Delwar Hossain Majumdar, an urban planner and member of the Forum for Planned Chattogram, said, "Nowhere in the world is a flyover built without doing a feasibility study of the project. But the CDA has done it in Chattogram."
"Building flyovers is the last option to reduce traffic jams. There was scope for taking other measures before building the flyovers," said Delwar.
Surveys showed that the numbers of vehicles using the intersections in Chattogram were less than the numbers needed for building a flyover, Delwar added.
Building flyovers was not included in CDA's masterplan. The development authority did it in a very unplanned way, he commented.
CDA in trouble
The development authority of the city is now in trouble because it does not have enough funds and manpower to maintain the flyovers.
The CDA has built four flyovers in the city, and these have now become dens of anti-social elements. Different material, including railings of the flyovers, are being stolen.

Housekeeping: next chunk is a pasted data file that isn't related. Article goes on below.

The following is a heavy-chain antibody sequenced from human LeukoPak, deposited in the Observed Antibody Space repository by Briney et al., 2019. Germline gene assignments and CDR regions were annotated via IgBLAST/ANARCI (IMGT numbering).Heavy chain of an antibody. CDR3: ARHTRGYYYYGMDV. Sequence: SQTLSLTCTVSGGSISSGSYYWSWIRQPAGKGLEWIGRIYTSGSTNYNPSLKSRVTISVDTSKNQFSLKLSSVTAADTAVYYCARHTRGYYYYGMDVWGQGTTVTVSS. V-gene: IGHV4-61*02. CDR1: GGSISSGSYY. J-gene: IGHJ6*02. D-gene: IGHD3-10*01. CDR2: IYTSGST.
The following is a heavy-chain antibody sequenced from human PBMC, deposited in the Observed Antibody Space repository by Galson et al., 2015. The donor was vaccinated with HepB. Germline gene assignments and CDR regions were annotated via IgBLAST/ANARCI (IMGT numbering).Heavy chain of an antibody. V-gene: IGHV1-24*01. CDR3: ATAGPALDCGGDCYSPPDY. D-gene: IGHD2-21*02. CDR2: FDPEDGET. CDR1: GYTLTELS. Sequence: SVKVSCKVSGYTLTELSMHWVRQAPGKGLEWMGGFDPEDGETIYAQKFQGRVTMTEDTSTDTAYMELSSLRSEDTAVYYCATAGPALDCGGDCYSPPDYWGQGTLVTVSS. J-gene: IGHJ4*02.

Furthermore, the CDA cannot afford to pay the electric bills, which is why the lamp posts on one side of the Akhtaruzzaman flyover are switched off now.
Chattogram City Corporation (CCC) is supposed to take care of all the government establishments in the city. But, the former chairman of the CDA, Abdus Salam, did not hand over the maintenance charge of the flyovers to the CCC. Abdus Salam was the chairman from 2009 to 2018.
The CDA tried to rent out the space and set up shops under the flyovers. But it could not implement this plan because it was opposed by the CCC and the Chattogram Metropolitan Police. Later, the High Court issued a ruling against the CDA's initiative.
After Abdus Salam's departure, the new chairman, M Jahirul Alam, sent a letter to the Local Government Engineering Department (LGED) for shifting the maintenance charge to the CCC.
Recently, a decision of giving the charge to the CCC has been taken in a meeting between the ministry, the CCC and the CDA.